he realizes he has left his keys in the office. In his 1985 Honda Accord,
                   he takes a left turn across two lanes of oncoming traffic, noses into a
                   30-mph traffic jam, and arrives at the day care at 5:38, 22 minutes before
                   the late charges kick in.

                   Inside, Elliott is waiting with a purple snake he made in art class, his
                   baseball cap still firmly perched on his head. His written report says he
                   has napped for two hours. On the way out, he starts tearing up his art
                   work for fun. "Let's go get sister," Mr. Mathis says, loading him into the

                   5:50 p.m.: Four miles away, Mr. Mathis arrives at his daughter's school,
                   where she stays an "extended day" for $16 a week. When he enters,
                   she's entranced by the towering figure of Batman on TV. Mr. Mathis
                   writes a check for the month, and Jacinta Camille grabs her backpack,
                   which is taking on the proportions of her mother's briefcase. He picks up
                   the baby sitter (a two-mile drive from the day-care center) at 6:02 and
                   swings into his own driveway (another two-and-a-half miles).

                   This is his only chance on Tuesdays to talk to Jacinta Camille about her
                   day and her homework.

                   6:09 p.m.: Dinner isn't exactly gourmet. The plan is Domino's, but Mr.
                   Mathis can't remember the pizzeria's new number, and loses precious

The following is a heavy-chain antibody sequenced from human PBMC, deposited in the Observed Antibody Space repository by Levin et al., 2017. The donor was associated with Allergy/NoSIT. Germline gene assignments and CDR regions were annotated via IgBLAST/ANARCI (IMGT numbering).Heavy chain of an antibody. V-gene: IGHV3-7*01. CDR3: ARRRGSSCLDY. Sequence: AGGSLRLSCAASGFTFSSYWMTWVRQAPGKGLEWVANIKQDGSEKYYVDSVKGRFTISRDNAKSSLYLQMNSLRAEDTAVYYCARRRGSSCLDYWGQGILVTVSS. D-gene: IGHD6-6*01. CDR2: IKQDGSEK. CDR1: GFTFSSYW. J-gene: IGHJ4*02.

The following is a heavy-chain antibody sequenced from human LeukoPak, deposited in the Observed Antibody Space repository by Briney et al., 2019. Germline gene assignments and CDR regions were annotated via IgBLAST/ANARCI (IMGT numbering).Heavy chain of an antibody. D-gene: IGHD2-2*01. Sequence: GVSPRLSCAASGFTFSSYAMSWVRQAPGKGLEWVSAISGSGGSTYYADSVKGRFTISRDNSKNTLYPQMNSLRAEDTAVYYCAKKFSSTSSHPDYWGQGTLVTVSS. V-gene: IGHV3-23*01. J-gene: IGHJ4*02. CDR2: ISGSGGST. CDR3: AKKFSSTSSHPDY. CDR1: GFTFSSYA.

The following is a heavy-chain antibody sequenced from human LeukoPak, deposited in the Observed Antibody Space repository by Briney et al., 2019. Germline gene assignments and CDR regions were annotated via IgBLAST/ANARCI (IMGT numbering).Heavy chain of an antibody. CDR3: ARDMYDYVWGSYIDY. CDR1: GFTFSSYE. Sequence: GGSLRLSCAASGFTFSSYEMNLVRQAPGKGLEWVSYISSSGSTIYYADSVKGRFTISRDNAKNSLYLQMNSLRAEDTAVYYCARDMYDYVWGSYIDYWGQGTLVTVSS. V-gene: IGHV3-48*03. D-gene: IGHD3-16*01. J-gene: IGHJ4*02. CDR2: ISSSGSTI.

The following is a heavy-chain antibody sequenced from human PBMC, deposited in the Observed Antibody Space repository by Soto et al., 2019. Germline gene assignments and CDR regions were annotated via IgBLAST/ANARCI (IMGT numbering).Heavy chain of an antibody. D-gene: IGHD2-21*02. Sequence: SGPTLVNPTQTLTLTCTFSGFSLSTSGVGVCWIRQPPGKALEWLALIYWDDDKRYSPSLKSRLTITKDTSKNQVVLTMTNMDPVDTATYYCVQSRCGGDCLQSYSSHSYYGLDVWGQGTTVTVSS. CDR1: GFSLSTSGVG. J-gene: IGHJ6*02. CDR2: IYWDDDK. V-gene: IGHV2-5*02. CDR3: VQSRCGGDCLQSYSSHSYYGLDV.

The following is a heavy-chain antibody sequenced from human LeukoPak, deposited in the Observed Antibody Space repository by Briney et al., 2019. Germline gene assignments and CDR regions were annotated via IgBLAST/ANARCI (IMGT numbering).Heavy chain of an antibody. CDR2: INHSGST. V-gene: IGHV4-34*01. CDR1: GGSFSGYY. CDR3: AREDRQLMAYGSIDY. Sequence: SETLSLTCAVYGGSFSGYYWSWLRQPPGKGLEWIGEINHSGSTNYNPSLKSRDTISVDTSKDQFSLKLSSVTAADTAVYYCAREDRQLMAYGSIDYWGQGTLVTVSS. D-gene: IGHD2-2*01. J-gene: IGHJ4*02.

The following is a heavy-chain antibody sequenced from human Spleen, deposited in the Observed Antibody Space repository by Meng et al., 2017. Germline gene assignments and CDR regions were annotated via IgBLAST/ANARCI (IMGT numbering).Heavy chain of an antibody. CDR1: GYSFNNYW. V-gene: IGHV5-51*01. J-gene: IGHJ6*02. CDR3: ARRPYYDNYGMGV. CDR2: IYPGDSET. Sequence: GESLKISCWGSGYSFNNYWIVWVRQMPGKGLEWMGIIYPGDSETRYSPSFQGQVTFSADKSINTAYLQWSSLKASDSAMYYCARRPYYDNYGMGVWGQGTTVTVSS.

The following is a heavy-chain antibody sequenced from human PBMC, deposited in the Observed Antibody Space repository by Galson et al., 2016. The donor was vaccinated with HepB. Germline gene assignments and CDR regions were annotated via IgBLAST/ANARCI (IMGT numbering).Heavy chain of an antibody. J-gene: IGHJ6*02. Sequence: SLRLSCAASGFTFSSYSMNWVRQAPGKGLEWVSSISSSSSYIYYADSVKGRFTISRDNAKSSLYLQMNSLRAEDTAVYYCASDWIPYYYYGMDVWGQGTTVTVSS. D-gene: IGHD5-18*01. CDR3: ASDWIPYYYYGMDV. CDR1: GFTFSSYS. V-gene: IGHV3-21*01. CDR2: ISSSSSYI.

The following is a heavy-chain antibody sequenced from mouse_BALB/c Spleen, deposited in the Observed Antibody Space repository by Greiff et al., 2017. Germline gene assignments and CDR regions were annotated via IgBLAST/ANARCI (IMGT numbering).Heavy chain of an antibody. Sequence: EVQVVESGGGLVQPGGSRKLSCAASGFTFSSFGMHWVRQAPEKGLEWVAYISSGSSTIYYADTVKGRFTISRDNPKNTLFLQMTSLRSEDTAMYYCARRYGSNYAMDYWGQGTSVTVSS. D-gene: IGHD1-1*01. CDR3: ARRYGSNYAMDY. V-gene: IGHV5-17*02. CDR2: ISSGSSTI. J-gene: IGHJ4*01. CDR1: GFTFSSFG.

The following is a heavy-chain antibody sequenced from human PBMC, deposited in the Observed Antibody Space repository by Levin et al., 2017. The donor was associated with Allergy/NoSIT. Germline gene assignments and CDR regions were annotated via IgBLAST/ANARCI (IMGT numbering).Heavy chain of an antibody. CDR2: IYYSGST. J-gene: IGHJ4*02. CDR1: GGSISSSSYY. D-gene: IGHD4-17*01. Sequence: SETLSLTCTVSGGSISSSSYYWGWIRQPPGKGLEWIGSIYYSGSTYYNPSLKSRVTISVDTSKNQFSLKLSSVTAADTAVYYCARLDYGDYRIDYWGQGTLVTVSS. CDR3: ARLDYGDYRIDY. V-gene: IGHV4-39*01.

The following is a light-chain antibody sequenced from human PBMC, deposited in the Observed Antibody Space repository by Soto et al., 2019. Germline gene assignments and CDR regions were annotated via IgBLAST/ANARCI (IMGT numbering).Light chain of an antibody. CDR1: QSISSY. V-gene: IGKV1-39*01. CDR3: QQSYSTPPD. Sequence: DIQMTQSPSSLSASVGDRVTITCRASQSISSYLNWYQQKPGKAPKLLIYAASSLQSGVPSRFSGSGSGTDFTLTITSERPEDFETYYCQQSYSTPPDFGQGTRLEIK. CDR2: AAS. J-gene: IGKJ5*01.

minutes dialing wrong ones. His baby sitter takes over while he reads
                   Elliott's day-care report and washes up. The baby sitter orders a large
                   pepperoni, and Mr. Mathis dashes out the door. But before he can jump
                   into his car, Jacinta Camille runs after him, yelling, "Daddy, you forgot to
                   leave the money for the pizza!" The baby sitter puts out her hand, saying,
                   "They don't give pizza out of the goodness of their hearts, you know."

                   6:20 p.m.: Mr. Mathis has 40 minutes to cross town, pick up his wife
                   outside her office, and drive to nearby Eatonville, where the finance class
                   meets at 7 p.m. Mr. Mathis is stressed about setting a bad example by
                   being late for their own class, but Mrs. Mathis is unflappable in the back
                   seat, figuring everything will work out in the end. They pull in with a few
                   minutes to spare. After class lets out at 8:45, the Mathises don't have time
                   to sit down to dinner. The solution is food at 35 mph, from a drive-thru
                   Burger King.

                   9:47 p.m.: By the time they get home, their children are asleep. While Mr.
                   Mathis takes the baby sitter home, Mrs. Mathis kicks off her red pumps
                   and settles onto the couch. She takes a moment to admire her handiwork
                   on her hem. "I used to have more time to sew," she laughs. She has only a
                   few minutes to unwind before going to bed at 10 p.m., and then only a
                   few more hours before she wakes up to read case law.


                   Ms. Rigdon is a staff reporter in The Wall Street Journal's Pittsburgh